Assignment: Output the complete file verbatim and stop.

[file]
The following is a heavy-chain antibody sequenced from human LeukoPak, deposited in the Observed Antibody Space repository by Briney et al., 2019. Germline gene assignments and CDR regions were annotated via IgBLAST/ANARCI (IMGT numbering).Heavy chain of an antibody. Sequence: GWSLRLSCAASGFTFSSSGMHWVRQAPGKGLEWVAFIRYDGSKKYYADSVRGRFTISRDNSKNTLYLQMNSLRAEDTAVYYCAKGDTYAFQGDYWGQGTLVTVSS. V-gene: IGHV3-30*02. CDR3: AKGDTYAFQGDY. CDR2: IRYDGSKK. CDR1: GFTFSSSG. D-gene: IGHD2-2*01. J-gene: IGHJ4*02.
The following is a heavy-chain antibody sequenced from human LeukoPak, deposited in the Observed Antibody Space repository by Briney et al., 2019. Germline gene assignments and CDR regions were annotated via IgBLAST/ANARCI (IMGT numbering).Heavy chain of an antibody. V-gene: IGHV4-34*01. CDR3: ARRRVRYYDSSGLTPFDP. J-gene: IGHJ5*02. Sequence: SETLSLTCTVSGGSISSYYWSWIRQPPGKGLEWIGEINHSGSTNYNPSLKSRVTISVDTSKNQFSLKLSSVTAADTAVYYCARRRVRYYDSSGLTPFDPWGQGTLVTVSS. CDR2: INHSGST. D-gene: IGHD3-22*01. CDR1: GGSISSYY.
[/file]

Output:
The following is a heavy-chain antibody sequenced from human LeukoPak, deposited in the Observed Antibody Space repository by Briney et al., 2019. Germline gene assignments and CDR regions were annotated via IgBLAST/ANARCI (IMGT numbering).Heavy chain of an antibody. Sequence: GWSLRLSCAASGFTFSSSGMHWVRQAPGKGLEWVAFIRYDGSKKYYADSVRGRFTISRDNSKNTLYLQMNSLRAEDTAVYYCAKGDTYAFQGDYWGQGTLVTVSS. V-gene: IGHV3-30*02. CDR3: AKGDTYAFQGDY. CDR2: IRYDGSKK. CDR1: GFTFSSSG. D-gene: IGHD2-2*01. J-gene: IGHJ4*02.
The following is a heavy-chain antibody sequenced from human LeukoPak, deposited in the Observed Antibody Space repository by Briney et al., 2019. Germline gene assignments and CDR regions were annotated via IgBLAST/ANARCI (IMGT numbering).Heavy chain of an antibody. V-gene: IGHV4-34*01. CDR3: ARRRVRYYDSSGLTPFDP. J-gene: IGHJ5*02. Sequence: SETLSLTCTVSGGSISSYYWSWIRQPPGKGLEWIGEINHSGSTNYNPSLKSRVTISVDTSKNQFSLKLSSVTAADTAVYYCARRRVRYYDSSGLTPFDPWGQGTLVTVSS. CDR2: INHSGST. D-gene: IGHD3-22*01. CDR1: GGSISSYY.